On January 18, a group of delegates from European countries will meet in Madrid to talk about how to make the Internet less terrorist-friendly. The meeting is the second official workshop of a project called Clean IT, led by Holland's Ministry of Security And Justice and funded (at least in part) by the European Union's Prevention of and Fight against Crime program.
What’s interesting about Clean IT is its emphasis on voluntary participation. It does not seek to enact any laws. The idea is to build an international coalition of governments and companies that are concerned about the ways that the Internet can abet “terrorism and extremism.” Users, too, will be enlisted, encouraged to flag troubling content and report it to participating ISPs and/or law enforcement agencies.
The whole thing seems so generic, uncontroversial, and benign that you have to dig into the organization’s downloadable "draft documents," in which its objectives are spelled out in more detail, to find the troubling parts.
Here’s a direct quote of some interest, from page 2:
The CleanIT project aims to limit the use of the internet for terrorist and extremist purposes:
1. for propaganda, recruitment, incitement, financing and acquiring knowledge and other kinds of support.
2. by all kinds of terrorists and extremist organizations and individuals. Including (alphabetical) animal rights, left-wing, racist, religious, right-wing, separatist and all other terrorist and extremist organizations and individuals.
Animal rights?! Wait a second. Is Clean IT planning to prevent PETA from using the Web as a platform for spreading veganism?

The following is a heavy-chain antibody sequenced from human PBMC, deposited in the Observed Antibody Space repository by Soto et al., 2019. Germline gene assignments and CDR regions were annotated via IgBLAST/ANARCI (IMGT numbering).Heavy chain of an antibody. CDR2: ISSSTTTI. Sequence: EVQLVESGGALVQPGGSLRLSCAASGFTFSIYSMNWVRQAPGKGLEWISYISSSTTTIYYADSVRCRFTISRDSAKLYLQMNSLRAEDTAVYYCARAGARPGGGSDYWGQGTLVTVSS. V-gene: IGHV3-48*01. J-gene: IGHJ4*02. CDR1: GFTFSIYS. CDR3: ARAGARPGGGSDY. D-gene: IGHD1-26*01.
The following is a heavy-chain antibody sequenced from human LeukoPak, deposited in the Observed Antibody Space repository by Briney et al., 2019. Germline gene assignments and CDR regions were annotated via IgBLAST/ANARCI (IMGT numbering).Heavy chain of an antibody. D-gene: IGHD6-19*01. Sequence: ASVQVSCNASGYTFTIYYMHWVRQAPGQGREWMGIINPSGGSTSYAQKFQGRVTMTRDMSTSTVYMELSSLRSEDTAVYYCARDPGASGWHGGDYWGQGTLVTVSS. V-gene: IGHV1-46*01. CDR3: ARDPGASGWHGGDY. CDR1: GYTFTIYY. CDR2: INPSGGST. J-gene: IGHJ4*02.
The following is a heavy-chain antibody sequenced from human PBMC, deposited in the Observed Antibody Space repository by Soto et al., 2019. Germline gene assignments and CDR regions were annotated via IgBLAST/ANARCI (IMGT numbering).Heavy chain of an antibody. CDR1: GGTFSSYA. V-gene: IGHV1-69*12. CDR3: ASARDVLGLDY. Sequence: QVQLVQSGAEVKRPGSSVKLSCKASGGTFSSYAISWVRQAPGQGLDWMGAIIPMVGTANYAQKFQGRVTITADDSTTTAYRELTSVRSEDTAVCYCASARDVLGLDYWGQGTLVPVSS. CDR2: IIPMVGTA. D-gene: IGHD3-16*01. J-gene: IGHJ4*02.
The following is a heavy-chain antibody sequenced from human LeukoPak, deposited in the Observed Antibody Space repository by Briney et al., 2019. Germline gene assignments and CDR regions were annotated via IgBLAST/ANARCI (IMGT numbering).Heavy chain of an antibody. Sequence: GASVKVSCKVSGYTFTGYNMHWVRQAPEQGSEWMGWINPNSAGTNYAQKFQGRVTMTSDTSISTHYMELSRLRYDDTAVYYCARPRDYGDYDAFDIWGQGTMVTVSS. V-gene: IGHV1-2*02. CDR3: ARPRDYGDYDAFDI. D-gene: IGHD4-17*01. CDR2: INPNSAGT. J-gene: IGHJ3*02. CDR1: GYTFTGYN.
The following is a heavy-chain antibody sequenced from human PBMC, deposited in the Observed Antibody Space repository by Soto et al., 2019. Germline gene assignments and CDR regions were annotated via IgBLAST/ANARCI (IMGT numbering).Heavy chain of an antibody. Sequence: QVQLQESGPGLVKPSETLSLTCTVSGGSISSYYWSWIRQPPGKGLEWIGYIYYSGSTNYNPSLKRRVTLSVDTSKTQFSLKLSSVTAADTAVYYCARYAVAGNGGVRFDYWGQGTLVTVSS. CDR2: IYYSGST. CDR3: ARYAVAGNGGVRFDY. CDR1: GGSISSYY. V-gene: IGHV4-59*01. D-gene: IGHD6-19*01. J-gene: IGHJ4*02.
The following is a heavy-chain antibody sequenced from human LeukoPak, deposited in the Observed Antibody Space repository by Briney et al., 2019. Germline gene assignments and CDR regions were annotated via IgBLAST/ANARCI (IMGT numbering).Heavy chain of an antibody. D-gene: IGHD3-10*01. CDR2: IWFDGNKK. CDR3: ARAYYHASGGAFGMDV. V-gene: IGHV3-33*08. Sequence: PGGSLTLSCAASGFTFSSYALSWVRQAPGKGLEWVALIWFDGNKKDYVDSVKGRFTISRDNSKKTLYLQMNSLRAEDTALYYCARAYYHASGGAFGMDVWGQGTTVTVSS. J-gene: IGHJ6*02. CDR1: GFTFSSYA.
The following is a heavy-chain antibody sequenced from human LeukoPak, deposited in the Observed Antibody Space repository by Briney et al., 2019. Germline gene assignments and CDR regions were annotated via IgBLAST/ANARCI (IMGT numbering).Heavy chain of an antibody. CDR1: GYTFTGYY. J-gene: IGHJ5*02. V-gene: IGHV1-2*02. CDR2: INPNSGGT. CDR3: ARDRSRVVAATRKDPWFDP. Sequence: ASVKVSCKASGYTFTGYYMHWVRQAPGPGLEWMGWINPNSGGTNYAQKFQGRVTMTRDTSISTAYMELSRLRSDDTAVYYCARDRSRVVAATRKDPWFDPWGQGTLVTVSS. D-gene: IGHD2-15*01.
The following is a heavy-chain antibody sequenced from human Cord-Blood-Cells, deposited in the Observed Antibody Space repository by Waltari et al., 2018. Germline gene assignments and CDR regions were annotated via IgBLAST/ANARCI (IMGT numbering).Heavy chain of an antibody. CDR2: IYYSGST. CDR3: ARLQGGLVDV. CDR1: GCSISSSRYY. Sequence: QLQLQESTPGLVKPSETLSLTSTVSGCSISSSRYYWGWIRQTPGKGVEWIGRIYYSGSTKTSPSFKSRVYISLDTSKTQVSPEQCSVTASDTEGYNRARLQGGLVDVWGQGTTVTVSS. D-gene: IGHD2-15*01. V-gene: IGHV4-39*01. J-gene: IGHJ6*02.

The document repeatedly uses the phrase "terrorist and extremist." It’s easy to read this as “terrorists and terrorist sympathizers,” or some such. But “extremist” here appears to be code for anti-establishment sentiment of any sort. Notice the use of “right-wing” and “left-wing.” All the bases are covered. If you hold a strong opinion on any subject, you’re fair game.
Among the "partial solutions" offered for dealing with such miscreants are those listed in the following direct excerpts (boldface added):
Flagging. ISPs could offer users easy to use flagging systems as much as possible. LEAs [Law Enforcement Agencies] of all countries should actively flag and encourage the use of flagging among end users as much as possible as a way of notification to the ISP that they are hosting content which might be illegal or unwanted.
Notice and take down. Clear and fast procedures by ISPs for notifications by users, NGO’s or LEAs pointing at possibly unwanted or illegal activity on the internet by terrorists and extremists.
So we’re talking about an international coalition of governments, law enforcement agencies, ISPs, and concerned citizens, set to expeditiously purge troublemakers of any sort from the online world.
It’s important to recognize what’s really happening here. The definition of “extremist” is being kept loose on purpose, so that it can be loosely applied. This is not an anti-terrorist network -- it is a network of political and corporate control in the guise of a benevolent do-gooder organization.
The malice here is being masked in two ways. First, the solutions proposed are non-binding; Clean IT has no authority and claims to have none. Second, the organization emphasizes how open it is to outside feedback. Anyone can read the latest drafts of its charter, and it's eager to engage in public dialogue with concerned citizens.
But in practice, Clean IT will lay the groundwork for at least three undesirable scenarios: 1) users around the world being encouraged to spy on and report each other (and their ISPs); 2) ISPs encouraged to spy on and report their users, including organizations whose Websites they host; and 3) governments encouraged to collect the information gleaned from 1) and 2), and share it with the international cabal of (if you will) anti-extremists.
And Americans, let’s not kid ourselves; Clean IT will eventually intersect with SOPA and/or PIPA. We’ll be asked to flag others, we may be flagged ourselves, and eventually the DHS will be part of this network.
This is the consolidation of power based on fear that author Naomi Klein calls "the shock doctrine."
As responsible citizens of the Net, let’s not participate. Flag nothing. Or, better yet: Flag everything.
— Michael Bennett Cohn has a range of creative, business, and technical experience in online publishing. He is on Twitter at http://twitter.com/miconian.